authors: D'Gama AM., Geng Y., Couto JA., Martin B., Boyle EA., LaCoursiere CM., Hossain A., Hatem NE., Barry BJ., Kwiatkowski DJ., Vinters HV., Barkovich AJ., Shendure J., Mathern GW., Walsh GA., Poduri A.

Ann Neurol. 2015 Apr;77(4):720-5. doi: 10.1002/ana.24357.

Abstract

Focalmalformations of cortical development, including focalcortical dysplasia (FCD) and hemimegalencephaly (HME), are important causes of intractable childhood epilepsy. Using targeted and exome sequencing on DNA from resected brain samples and nonbrain samples from 53 patients with FCD or HME, we identified pathogenic germline and mosaic mutations in multiple PI3K/AKT pathway genes in 9 patients, and a likely pathogenic variant in 1 additional patient. Our data confirm the association of DEPDC5 with sporadic FCD but also implicate this gene for the first time in HME. Our findings suggest that modulation of the mammalian target of rapamycinpathway may hold promise for malformation-associated epilepsy.

authors: Leech JD., Lammers SH., Goldman S., Auricchio N., Bronson RT., Kwiatkowski D., Sahin M. 

Mol Cancer Res. 2015 Mar;13(3):548-55. doi: 10.1158/1541-7786.MCR-14-0178

Abstract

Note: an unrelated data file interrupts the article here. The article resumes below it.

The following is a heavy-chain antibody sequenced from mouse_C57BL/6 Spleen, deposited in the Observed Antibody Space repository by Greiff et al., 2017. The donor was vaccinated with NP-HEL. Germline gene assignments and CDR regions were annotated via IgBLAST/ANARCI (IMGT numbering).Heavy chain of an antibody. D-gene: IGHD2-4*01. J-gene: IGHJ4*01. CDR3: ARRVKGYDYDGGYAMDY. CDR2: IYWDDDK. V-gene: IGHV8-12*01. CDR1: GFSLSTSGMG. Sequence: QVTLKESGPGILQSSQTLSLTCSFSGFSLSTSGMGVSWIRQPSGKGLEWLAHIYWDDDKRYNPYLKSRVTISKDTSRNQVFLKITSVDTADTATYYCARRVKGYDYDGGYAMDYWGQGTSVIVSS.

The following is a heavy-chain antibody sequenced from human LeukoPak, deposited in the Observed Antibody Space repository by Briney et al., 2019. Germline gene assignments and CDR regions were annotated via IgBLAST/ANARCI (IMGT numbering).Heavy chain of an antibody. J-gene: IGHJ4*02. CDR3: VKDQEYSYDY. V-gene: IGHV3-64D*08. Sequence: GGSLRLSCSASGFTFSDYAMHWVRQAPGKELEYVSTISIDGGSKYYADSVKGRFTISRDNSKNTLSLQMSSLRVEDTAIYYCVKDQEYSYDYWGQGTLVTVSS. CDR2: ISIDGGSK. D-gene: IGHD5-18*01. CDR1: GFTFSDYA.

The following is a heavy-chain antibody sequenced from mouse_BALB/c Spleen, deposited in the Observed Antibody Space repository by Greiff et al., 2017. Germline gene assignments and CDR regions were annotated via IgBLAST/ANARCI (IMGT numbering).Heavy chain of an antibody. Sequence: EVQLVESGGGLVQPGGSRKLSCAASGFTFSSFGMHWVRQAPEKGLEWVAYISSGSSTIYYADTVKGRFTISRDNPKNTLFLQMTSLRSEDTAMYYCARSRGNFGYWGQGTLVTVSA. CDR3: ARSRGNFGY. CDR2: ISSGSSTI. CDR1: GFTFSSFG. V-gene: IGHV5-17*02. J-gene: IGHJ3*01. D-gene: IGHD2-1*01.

Tuberous sclerosis complex (TSC) is an autosomal disease caused by inactivating mutations in either of the tumorsuppressor genes TSC1 or TSC2. TSC-associated tumor growth is present in multiple tissues and organs including brain, kidney, liver, heart, lungs, and skin. In the kidney, TSC angiomyolipomas have aberrant vascular structures with abnormal endothelial cells, suggesting a role for endothelial mTORC1 function. In the current report, a genetically engineered mousemodel (GEMM) with a conditional knockout allele of Tsc1 with a Darpp32-Cre allele displayed accelerated formation of both kidney cystadenomas and paw hemangiosarcomas. All mutant mice developed hemangiosarcomas on multiple paws by 6 weeks of age. By 16 weeks of age, the average mutant hind paw was 4.0 mm in diameter, nearly double the size of control mice. Furthermore, the hemangiosarcomas and kidney cystadenomas were responsive to intraperitoneal rapamycin treatment. Immunoblotting and immunostaining for phospho-S6 (pS6) and phospho-CAD showed that the effect of rapamycin on tumor size was through inhibition of the mTOR signaling pathway. Finally, elevated VEGF mRNA levels were also observed in hemangiosarcoma specimens. Because paw hemangiosarcomas are easily detectable and scorable for size and growth, this novel mouse model enables accelerated in vivo drug testing for therapies of TSC-related tumors.